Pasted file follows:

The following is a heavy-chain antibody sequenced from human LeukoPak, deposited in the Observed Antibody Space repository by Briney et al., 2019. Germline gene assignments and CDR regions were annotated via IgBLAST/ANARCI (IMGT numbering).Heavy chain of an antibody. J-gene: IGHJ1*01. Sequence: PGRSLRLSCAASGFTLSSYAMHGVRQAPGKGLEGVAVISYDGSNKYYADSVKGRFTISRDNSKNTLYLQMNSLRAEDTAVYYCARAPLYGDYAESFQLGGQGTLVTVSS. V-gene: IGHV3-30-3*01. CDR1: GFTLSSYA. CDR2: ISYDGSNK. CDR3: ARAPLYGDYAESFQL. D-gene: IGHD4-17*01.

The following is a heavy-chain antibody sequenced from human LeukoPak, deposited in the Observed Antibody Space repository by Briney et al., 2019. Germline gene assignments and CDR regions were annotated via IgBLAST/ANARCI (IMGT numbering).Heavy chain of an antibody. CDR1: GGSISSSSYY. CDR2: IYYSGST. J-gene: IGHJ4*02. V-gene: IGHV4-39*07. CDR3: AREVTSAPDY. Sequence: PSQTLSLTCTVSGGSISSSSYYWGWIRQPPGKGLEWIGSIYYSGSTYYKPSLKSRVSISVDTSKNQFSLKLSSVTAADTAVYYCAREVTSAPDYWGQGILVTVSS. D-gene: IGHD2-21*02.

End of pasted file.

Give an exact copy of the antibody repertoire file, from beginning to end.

The following is a heavy-chain antibody sequenced from human LeukoPak, deposited in the Observed Antibody Space repository by Briney et al., 2019. Germline gene assignments and CDR regions were annotated via IgBLAST/ANARCI (IMGT numbering).Heavy chain of an antibody. J-gene: IGHJ1*01. Sequence: PGRSLRLSCAASGFTLSSYAMHGVRQAPGKGLEGVAVISYDGSNKYYADSVKGRFTISRDNSKNTLYLQMNSLRAEDTAVYYCARAPLYGDYAESFQLGGQGTLVTVSS. V-gene: IGHV3-30-3*01. CDR1: GFTLSSYA. CDR2: ISYDGSNK. CDR3: ARAPLYGDYAESFQL. D-gene: IGHD4-17*01.

The following is a heavy-chain antibody sequenced from human LeukoPak, deposited in the Observed Antibody Space repository by Briney et al., 2019. Germline gene assignments and CDR regions were annotated via IgBLAST/ANARCI (IMGT numbering).Heavy chain of an antibody. CDR1: GGSISSSSYY. CDR2: IYYSGST. J-gene: IGHJ4*02. V-gene: IGHV4-39*07. CDR3: AREVTSAPDY. Sequence: PSQTLSLTCTVSGGSISSSSYYWGWIRQPPGKGLEWIGSIYYSGSTYYKPSLKSRVSISVDTSKNQFSLKLSSVTAADTAVYYCAREVTSAPDYWGQGILVTVSS. D-gene: IGHD2-21*02.